Part 2. Russian Ruble, Metals, Crude Oil
The second part of my forecast for 2014 is devoted to the Russian ruble and the major commodities – gold, silver, and crude oil.
Month after month, we have to revise up our forecasts for the USD/RUB pair. However, the ruble’s fall exceeds all the forecasts anyway. This week, the dollar has already tested the level of 39.8 rubles, setting a new historical record.
The reasons for such negative ruble dynamics are the following:
- Large-scale strengthening of the US dollar, especially against the emerging market currencies
- A drop in oil prices, which has struck commodity currencies the most
- Slowdown in the Russian economy. Seasonally adjusted GDP fell by 0.4% m/m in the month of August
- Reluctance of the Russian Central Bank to tighten monetary policy
- New sanctions against Russia, imposed by the West, this time in the oil sector
However, I don’t expect the USD/RUB to break above 40 rubles a dollar, if Brent crude oil prices remain above $95. Currency basket has already reached the upper border of its range, which indicates the beginning of intervention by the Bank of Russia. However, the fall in oil prices into the range of $ 90-95, will most likely force the central bank to accept the dollar’s growth above forty rubles.
Gold and silver
Precious metals traded worse than I expected in the month September: gold approached $ 1,200 per ounce, silver dropped below $ 17. The US dollar’s strengthening together with rising concerns about China’s economy have put commodity assets and precious metals in particular under significant pressure, so that they failed to hold within their previous ranges. Stabilizing situation in Palestine, Ukraine, etc. decreased demand for gold and silver as safe-haven assets. Nevertheless, precious metal quotes are approaching the levels of profit, which in my opinion gives reasons to anticipate their recovery to $ 1,250 for gold and $ 18 for silver by the end of the year.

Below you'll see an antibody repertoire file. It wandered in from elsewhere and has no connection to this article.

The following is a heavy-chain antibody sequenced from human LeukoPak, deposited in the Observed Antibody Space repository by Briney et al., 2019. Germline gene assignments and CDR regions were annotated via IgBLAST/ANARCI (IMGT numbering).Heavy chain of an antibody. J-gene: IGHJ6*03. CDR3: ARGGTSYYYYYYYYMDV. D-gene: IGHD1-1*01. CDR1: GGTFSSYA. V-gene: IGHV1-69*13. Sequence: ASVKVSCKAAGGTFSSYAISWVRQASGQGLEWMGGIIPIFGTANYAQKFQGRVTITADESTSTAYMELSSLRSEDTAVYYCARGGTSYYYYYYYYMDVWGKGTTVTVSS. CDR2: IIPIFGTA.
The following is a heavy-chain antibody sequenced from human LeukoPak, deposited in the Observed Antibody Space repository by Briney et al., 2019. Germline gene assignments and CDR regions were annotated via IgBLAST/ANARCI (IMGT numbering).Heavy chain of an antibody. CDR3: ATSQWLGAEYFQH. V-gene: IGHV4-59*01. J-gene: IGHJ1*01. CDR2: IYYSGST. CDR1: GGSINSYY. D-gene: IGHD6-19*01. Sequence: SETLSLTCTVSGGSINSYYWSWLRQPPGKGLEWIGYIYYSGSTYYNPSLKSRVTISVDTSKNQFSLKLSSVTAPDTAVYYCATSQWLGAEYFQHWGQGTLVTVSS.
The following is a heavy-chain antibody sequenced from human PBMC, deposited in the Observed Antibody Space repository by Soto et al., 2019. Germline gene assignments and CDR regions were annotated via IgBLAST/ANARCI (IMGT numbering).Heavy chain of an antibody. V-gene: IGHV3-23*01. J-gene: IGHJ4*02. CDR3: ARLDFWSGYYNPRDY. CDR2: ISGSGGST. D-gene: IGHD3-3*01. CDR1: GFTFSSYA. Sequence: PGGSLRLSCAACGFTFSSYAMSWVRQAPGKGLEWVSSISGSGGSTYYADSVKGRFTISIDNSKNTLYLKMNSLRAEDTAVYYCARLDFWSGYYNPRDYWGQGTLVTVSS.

Crude oil dynamics this autumn is disappointing too. Brent crude prices slipped below the key level of $ 100 per barrel and renewed two-year lows near $ 94. Oversupply, which I mentioned about a month ago, has become obvious. In September, the Organization of the Petroleum Exporting Countries, OPEC, increased supplies of black gold by more than 400 thousand barrels per day. About 70% of this volume falls on Libya.
Only if OPEC countries agreed to cut back production could support the market. However, Saudi Arabia looks to be the only proponent of this idea. Unilateral reduction of supplies from this country alone is unlikely to have substantial positive effect on prices, given that Libya is capable of increasing the oil export by about 250-300 thousand barrels per day. We can only hope that at the November conference the members of cartel eventually decide to slash production to raise Brent prices back to $ 100 a barrel. If they don’t, oil will probably settle in the range of $ 90-95.
I hope that my projections will help you in planning your operations in financial markets!
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